Reid Hoffman is learning an early rule of being a megadonor: It’s hard to keep track of your money

LinkedIn co-founder Reid Hoffman has burst onto the leaderboard of political donations in the age of Trump, cementing his status as a powerbroker in Silicon Valley politics.

But over the last few weeks, Hoffman has been learning one of the hard lessons that almost all billionaires discover as they leap into political combat: This isn’t all fun and rainbows. There is serious reputational risk in this dirty world — especially if you fail to scrutinize all of your newfound friends.

Hoffman on Wednesday issued a public apology for financing Kremlin-esque tactics in the 2017 special election for a Senate seat in Alabama, saying he was unaware that his largesse was behind disinformation tactics that boosted Sen. Doug Jones over Republican Roy Moore. The apology came in response to reporting from the Washington Post.

The incident, beyond being highly embarrassing to Hoffman, illustrates a bigger problem as Silicon Valley’s billionaires increasingly try to play political investor. Hoffman said he didn’t “track” the organization responsible — American Engagement Technologies — “more diligently.”

In the opaque world of politics, that’s a pretty normal struggle: Nonprofits donate to other nonprofits. Donors sometimes use limited liability corporations, or LLCs, to make contributions. Vendors are often paid through them, too.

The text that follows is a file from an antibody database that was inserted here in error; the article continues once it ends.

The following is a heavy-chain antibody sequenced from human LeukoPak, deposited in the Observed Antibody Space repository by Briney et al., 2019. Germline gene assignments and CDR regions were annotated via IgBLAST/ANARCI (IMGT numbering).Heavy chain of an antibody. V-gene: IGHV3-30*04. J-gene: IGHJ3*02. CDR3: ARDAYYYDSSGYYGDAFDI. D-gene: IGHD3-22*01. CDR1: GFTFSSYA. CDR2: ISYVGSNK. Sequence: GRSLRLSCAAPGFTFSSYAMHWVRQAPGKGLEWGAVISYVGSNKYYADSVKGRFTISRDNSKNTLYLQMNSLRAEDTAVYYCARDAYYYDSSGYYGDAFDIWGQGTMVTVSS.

So it’s not only reporters laboring to follow the money.

That’s why so many practiced tier-one political donors — from Sheldon Adelson to Tom Steyer — have sherpas working with them to vet political commitments. Hoffman does, too. But it’s hard work.

New donors will often get caught in the spider webs of “scam PACs” — political action committees that seemingly exist solely to make their leadership rich — that are woven anew every cycle. Major GOP donors felt they got burned during the 2012 presidential election, perturbed by the spending decisions of conservative super PACs helmed by strategist Karl Rove.

And, in fact, Hoffman himself and other ascendant Silicon Valley donors like Chris Sacca have tried to help the Democratic establishment be more tech-friendly and cost-effective.

So while Hoffman might be a political rookie, he’s accomplished enough and advised enough that he should know better.

In short, political investing — just like tech investing — can waste money, enrich marginal players and tarnish reputations.

“In my experience as a venture capitalist, I have adopted extremely high standards for my investments. They must perform well, but they also must be aboveboard, operating via honorable means,” Hoffman wrote on Wednesday. “I know first-hand that work doesn’t happen by accident. I’m fortunate to have a team that is rigorous in its diligence and I want to hold my political endeavors to the same standards.”

Any Silicon Valley titans envisioning themselves as political kingmakers should pay close attention.

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